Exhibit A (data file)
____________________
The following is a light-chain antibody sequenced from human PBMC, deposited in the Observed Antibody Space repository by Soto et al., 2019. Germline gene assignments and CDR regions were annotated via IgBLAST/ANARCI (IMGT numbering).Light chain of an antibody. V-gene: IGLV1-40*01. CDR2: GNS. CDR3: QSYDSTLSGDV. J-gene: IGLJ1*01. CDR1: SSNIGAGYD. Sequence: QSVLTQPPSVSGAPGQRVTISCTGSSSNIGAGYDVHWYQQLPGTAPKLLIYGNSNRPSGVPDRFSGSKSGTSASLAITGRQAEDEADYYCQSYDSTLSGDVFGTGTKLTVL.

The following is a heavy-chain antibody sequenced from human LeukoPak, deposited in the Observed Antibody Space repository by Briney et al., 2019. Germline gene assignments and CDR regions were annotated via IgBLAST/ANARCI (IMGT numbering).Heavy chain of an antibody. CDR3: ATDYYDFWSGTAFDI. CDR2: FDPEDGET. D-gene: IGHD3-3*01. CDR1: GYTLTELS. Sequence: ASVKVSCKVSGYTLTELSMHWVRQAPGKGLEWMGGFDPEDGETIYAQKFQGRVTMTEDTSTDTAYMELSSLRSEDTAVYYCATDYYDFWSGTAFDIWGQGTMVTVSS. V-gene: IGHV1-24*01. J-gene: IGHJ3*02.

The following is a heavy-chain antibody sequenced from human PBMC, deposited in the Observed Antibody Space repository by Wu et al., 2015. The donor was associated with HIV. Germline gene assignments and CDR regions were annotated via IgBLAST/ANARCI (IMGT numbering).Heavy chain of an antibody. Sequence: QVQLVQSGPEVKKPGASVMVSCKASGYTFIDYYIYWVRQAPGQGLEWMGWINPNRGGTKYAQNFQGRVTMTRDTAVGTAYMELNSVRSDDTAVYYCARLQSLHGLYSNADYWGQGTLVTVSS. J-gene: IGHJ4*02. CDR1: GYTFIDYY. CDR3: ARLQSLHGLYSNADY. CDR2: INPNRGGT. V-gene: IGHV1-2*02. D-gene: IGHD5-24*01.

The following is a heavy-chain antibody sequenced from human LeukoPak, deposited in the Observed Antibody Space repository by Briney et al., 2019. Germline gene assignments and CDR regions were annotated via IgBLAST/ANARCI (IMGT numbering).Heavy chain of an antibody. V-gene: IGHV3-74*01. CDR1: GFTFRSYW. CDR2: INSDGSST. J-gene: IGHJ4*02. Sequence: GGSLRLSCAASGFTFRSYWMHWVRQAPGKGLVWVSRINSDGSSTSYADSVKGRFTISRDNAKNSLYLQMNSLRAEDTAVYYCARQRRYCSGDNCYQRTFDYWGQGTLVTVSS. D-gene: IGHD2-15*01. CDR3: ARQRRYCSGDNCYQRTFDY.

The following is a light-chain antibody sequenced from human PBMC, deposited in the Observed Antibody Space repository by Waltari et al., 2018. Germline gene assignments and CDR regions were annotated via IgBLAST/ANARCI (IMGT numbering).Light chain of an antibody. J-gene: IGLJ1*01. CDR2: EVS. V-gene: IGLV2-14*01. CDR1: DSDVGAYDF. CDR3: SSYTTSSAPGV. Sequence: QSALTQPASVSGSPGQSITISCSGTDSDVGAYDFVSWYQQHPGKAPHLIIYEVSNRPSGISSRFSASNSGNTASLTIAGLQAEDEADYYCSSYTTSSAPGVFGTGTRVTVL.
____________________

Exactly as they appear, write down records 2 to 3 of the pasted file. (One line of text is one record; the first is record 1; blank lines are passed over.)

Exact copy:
The following is a heavy-chain antibody sequenced from human LeukoPak, deposited in the Observed Antibody Space repository by Briney et al., 2019. Germline gene assignments and CDR regions were annotated via IgBLAST/ANARCI (IMGT numbering).Heavy chain of an antibody. CDR3: ATDYYDFWSGTAFDI. CDR2: FDPEDGET. D-gene: IGHD3-3*01. CDR1: GYTLTELS. Sequence: ASVKVSCKVSGYTLTELSMHWVRQAPGKGLEWMGGFDPEDGETIYAQKFQGRVTMTEDTSTDTAYMELSSLRSEDTAVYYCATDYYDFWSGTAFDIWGQGTMVTVSS. V-gene: IGHV1-24*01. J-gene: IGHJ3*02.

The following is a heavy-chain antibody sequenced from human PBMC, deposited in the Observed Antibody Space repository by Wu et al., 2015. The donor was associated with HIV. Germline gene assignments and CDR regions were annotated via IgBLAST/ANARCI (IMGT numbering).Heavy chain of an antibody. Sequence: QVQLVQSGPEVKKPGASVMVSCKASGYTFIDYYIYWVRQAPGQGLEWMGWINPNRGGTKYAQNFQGRVTMTRDTAVGTAYMELNSVRSDDTAVYYCARLQSLHGLYSNADYWGQGTLVTVSS. J-gene: IGHJ4*02. CDR1: GYTFIDYY. CDR3: ARLQSLHGLYSNADY. CDR2: INPNRGGT. V-gene: IGHV1-2*02. D-gene: IGHD5-24*01.